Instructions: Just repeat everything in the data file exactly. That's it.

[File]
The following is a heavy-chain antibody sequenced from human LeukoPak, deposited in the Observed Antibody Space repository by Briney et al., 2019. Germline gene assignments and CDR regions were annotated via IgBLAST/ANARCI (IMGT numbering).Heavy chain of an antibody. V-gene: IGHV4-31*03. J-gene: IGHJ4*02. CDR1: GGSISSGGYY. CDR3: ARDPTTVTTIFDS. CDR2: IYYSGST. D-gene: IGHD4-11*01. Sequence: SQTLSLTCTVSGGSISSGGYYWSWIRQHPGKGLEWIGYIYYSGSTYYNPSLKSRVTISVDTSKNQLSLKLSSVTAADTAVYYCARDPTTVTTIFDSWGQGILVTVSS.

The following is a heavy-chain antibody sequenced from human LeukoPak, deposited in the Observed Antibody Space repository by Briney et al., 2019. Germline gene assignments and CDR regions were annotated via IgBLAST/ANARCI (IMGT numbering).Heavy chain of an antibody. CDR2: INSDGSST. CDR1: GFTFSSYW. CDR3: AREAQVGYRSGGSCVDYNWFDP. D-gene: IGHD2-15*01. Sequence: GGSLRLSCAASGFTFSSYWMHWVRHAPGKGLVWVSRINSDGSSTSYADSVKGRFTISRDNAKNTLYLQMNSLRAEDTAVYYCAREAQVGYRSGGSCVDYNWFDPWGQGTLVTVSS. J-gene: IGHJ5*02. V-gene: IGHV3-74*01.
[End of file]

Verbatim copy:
The following is a heavy-chain antibody sequenced from human LeukoPak, deposited in the Observed Antibody Space repository by Briney et al., 2019. Germline gene assignments and CDR regions were annotated via IgBLAST/ANARCI (IMGT numbering).Heavy chain of an antibody. V-gene: IGHV4-31*03. J-gene: IGHJ4*02. CDR1: GGSISSGGYY. CDR3: ARDPTTVTTIFDS. CDR2: IYYSGST. D-gene: IGHD4-11*01. Sequence: SQTLSLTCTVSGGSISSGGYYWSWIRQHPGKGLEWIGYIYYSGSTYYNPSLKSRVTISVDTSKNQLSLKLSSVTAADTAVYYCARDPTTVTTIFDSWGQGILVTVSS.

The following is a heavy-chain antibody sequenced from human LeukoPak, deposited in the Observed Antibody Space repository by Briney et al., 2019. Germline gene assignments and CDR regions were annotated via IgBLAST/ANARCI (IMGT numbering).Heavy chain of an antibody. CDR2: INSDGSST. CDR1: GFTFSSYW. CDR3: AREAQVGYRSGGSCVDYNWFDP. D-gene: IGHD2-15*01. Sequence: GGSLRLSCAASGFTFSSYWMHWVRHAPGKGLVWVSRINSDGSSTSYADSVKGRFTISRDNAKNTLYLQMNSLRAEDTAVYYCAREAQVGYRSGGSCVDYNWFDPWGQGTLVTVSS. J-gene: IGHJ5*02. V-gene: IGHV3-74*01.